In a film in which the ending is never truly in doubt, the audience usually relies on the film’s main characters to be engaging enough to keep them interested. In Across the Universe, the audience must also rely on the film’s musical numbers, and there are plenty of them. The film includes versions of 33 Beatles songs, some faithful renditions, some completely new arrangements. Particularly interesting is the film’s version of "Í Want to Hold Your Hand.” Slowed down and expressing a characters heartbreakingly unrequited yearning instead of an abundance of energy, the song suddenly acquires a poignancy that it never had before.

I have always responded better to musicals in which the musical numbers help move the story along. This is not true of all of the musical numbers in Across the Universe. “I Want You” is used to show the impersonal nature of the U.S. army, “I am the Walrus” and “Being for the Benefit of Mr. Kite” allows the film to introduce characters that, while based on real people from the era in which the film takes place, have no major impact on the film’s central characters. They do however make the film longer and less focused. One could argue that Across the Universe is not really about Lucy and Jude, that the film is really about the era as a whole, about a time that included the Civil Rights Movement, race relations, drugs, mass protests, violence, and war. That certainly is a possibility. However, the film does not end with a comment on the decade or even on war in general. Rather, it ends with love standing triumphant over a throng of passersby, an ending that most audience members probably predicted ten minutes into the film.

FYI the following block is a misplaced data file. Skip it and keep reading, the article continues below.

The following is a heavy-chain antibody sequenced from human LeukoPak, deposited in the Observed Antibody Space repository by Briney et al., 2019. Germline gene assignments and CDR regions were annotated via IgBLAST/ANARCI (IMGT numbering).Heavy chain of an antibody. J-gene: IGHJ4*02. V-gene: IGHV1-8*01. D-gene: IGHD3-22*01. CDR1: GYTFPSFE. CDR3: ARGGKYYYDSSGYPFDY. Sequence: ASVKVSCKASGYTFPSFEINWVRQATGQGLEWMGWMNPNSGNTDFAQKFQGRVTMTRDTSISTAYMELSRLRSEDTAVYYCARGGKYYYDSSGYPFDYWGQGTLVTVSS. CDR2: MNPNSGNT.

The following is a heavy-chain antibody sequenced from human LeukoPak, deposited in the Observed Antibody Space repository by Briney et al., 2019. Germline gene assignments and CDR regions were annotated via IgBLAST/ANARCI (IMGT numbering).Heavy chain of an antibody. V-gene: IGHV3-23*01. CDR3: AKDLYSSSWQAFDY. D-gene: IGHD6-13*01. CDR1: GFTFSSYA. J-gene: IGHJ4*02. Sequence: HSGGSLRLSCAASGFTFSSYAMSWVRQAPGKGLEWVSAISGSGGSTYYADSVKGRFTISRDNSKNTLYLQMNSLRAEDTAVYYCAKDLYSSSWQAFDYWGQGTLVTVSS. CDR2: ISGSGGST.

When a film ends in exactly the same way as you thought it would, it is either completely logical, somewhat lazy or a little of both. Stripped of all of its moments of toe-tapping joy and visual astonishment, Across the Universe tells a pretty common tale: Boy and girl meet, they fall in love, they have problems, they work it out. If the audience invests emotionally in the tale, then the film works. Personally, I was only marginally involved in the film, despite the cast’s excellent performances overall. While others have said that the film’s creative musicals numbers and impressive visuals compensate for the razor-thin story, I felt they simple distracted from it. There’s no doubt that Across the Universe is beautiful to look at. However, if the most I can say about the film is how creative the parts of it that had nothing to do with the central story were, then am I really recommending the film? Not really. It’s like watching an action movie and saying, “You have to see it. The special effects are great.” In truth, neither musical numbers nor special effect can hide it when the emperor really has no clothes on. (on DVD)

2 and a half stars